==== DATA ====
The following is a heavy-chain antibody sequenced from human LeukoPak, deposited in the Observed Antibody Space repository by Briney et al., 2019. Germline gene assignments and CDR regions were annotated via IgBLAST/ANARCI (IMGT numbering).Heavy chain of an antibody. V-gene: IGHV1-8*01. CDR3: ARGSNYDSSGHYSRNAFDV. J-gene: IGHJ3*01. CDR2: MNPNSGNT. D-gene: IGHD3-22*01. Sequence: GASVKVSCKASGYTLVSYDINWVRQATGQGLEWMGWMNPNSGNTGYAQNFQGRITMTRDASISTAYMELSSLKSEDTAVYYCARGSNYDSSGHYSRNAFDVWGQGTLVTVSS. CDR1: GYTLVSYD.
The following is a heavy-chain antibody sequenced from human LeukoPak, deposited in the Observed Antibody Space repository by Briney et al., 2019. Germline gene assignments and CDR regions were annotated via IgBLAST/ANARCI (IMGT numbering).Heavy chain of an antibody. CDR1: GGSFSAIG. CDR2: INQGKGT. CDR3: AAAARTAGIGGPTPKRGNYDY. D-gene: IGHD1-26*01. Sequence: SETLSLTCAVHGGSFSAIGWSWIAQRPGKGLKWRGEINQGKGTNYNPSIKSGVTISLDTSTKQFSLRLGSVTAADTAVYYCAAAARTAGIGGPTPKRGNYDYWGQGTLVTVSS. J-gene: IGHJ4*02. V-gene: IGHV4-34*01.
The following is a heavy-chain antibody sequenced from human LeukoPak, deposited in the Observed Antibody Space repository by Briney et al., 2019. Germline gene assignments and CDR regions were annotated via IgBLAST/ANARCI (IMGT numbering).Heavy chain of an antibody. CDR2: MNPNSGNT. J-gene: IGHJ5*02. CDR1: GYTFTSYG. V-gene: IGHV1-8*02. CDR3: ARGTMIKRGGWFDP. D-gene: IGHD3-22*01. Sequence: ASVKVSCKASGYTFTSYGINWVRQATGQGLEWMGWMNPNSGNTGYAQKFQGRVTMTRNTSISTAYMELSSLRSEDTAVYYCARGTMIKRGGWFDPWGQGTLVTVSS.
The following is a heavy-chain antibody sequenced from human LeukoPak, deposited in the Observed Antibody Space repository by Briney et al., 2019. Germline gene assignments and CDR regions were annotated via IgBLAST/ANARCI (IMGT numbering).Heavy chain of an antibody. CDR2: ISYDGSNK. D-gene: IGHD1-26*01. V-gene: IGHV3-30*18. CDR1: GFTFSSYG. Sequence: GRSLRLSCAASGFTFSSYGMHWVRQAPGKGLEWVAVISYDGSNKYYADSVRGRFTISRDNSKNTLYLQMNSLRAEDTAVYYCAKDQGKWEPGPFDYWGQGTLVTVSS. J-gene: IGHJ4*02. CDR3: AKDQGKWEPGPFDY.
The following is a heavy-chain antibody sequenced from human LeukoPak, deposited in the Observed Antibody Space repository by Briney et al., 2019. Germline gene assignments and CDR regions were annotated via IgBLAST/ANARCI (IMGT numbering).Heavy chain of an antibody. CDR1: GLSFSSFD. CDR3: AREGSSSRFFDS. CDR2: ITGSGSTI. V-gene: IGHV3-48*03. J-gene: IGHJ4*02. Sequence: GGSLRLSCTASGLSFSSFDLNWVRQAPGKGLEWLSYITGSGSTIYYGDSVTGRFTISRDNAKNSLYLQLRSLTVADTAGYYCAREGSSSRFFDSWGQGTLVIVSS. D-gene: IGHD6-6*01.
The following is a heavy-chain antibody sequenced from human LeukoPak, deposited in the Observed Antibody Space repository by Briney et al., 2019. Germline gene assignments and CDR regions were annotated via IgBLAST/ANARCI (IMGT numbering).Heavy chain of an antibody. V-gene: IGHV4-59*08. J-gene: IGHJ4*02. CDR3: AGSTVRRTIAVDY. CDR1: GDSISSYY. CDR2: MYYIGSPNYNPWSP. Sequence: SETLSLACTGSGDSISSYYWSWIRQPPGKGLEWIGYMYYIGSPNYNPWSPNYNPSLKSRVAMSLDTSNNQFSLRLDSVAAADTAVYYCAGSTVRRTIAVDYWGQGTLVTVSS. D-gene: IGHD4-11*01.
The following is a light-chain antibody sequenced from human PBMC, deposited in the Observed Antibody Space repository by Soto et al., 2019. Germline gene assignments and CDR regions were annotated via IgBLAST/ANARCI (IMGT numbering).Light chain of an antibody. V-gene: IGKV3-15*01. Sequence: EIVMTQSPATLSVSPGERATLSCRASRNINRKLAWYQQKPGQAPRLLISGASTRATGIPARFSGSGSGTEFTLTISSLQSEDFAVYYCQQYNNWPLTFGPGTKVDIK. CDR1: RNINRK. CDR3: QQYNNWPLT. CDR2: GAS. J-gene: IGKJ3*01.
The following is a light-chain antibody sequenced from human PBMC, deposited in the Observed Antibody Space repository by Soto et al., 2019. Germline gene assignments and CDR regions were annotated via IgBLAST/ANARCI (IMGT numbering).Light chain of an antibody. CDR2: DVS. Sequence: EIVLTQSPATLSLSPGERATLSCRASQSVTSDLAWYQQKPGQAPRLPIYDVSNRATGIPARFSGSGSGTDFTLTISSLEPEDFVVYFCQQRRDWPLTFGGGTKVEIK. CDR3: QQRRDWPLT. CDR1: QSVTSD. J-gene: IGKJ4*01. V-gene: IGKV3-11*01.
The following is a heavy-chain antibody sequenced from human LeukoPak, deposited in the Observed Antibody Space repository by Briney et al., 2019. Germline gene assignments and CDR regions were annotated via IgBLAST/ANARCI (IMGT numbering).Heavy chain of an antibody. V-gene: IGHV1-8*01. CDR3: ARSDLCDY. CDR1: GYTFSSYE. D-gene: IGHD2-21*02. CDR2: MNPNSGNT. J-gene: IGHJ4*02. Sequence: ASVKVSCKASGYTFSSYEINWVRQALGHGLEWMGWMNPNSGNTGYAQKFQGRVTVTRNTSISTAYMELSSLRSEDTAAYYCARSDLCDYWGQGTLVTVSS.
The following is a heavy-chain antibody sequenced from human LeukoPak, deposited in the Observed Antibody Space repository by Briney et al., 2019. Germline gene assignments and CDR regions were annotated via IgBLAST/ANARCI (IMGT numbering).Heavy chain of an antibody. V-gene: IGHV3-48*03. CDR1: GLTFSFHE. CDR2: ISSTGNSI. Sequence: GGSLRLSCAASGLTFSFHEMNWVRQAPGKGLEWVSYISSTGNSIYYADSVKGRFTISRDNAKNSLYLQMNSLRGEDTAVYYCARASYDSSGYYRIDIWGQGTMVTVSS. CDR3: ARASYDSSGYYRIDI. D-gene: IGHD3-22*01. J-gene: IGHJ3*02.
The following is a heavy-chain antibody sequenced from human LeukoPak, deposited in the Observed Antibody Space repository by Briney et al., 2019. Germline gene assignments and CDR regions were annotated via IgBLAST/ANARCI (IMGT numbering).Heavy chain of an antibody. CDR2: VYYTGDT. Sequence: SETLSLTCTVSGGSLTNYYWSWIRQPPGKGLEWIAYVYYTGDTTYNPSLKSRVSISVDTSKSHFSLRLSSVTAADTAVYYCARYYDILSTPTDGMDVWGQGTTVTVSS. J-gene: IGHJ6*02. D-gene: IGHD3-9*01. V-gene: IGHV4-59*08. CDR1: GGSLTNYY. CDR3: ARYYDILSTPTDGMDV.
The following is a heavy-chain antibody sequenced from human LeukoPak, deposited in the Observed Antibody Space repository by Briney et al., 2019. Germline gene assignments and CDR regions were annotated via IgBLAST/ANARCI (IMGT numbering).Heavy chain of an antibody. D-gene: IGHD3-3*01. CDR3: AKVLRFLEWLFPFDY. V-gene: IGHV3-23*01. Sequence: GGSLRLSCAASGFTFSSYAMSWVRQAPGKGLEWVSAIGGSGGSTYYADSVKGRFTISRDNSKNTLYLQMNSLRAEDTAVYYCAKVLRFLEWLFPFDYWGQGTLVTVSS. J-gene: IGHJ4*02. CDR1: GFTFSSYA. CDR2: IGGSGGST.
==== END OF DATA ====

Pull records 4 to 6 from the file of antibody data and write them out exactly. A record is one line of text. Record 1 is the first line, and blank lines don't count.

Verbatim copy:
The following is a heavy-chain antibody sequenced from human LeukoPak, deposited in the Observed Antibody Space repository by Briney et al., 2019. Germline gene assignments and CDR regions were annotated via IgBLAST/ANARCI (IMGT numbering).Heavy chain of an antibody. CDR2: ISYDGSNK. D-gene: IGHD1-26*01. V-gene: IGHV3-30*18. CDR1: GFTFSSYG. Sequence: GRSLRLSCAASGFTFSSYGMHWVRQAPGKGLEWVAVISYDGSNKYYADSVRGRFTISRDNSKNTLYLQMNSLRAEDTAVYYCAKDQGKWEPGPFDYWGQGTLVTVSS. J-gene: IGHJ4*02. CDR3: AKDQGKWEPGPFDY.
The following is a heavy-chain antibody sequenced from human LeukoPak, deposited in the Observed Antibody Space repository by Briney et al., 2019. Germline gene assignments and CDR regions were annotated via IgBLAST/ANARCI (IMGT numbering).Heavy chain of an antibody. CDR1: GLSFSSFD. CDR3: AREGSSSRFFDS. CDR2: ITGSGSTI. V-gene: IGHV3-48*03. J-gene: IGHJ4*02. Sequence: GGSLRLSCTASGLSFSSFDLNWVRQAPGKGLEWLSYITGSGSTIYYGDSVTGRFTISRDNAKNSLYLQLRSLTVADTAGYYCAREGSSSRFFDSWGQGTLVIVSS. D-gene: IGHD6-6*01.
The following is a heavy-chain antibody sequenced from human LeukoPak, deposited in the Observed Antibody Space repository by Briney et al., 2019. Germline gene assignments and CDR regions were annotated via IgBLAST/ANARCI (IMGT numbering).Heavy chain of an antibody. V-gene: IGHV4-59*08. J-gene: IGHJ4*02. CDR3: AGSTVRRTIAVDY. CDR1: GDSISSYY. CDR2: MYYIGSPNYNPWSP. Sequence: SETLSLACTGSGDSISSYYWSWIRQPPGKGLEWIGYMYYIGSPNYNPWSPNYNPSLKSRVAMSLDTSNNQFSLRLDSVAAADTAVYYCAGSTVRRTIAVDYWGQGTLVTVSS. D-gene: IGHD4-11*01.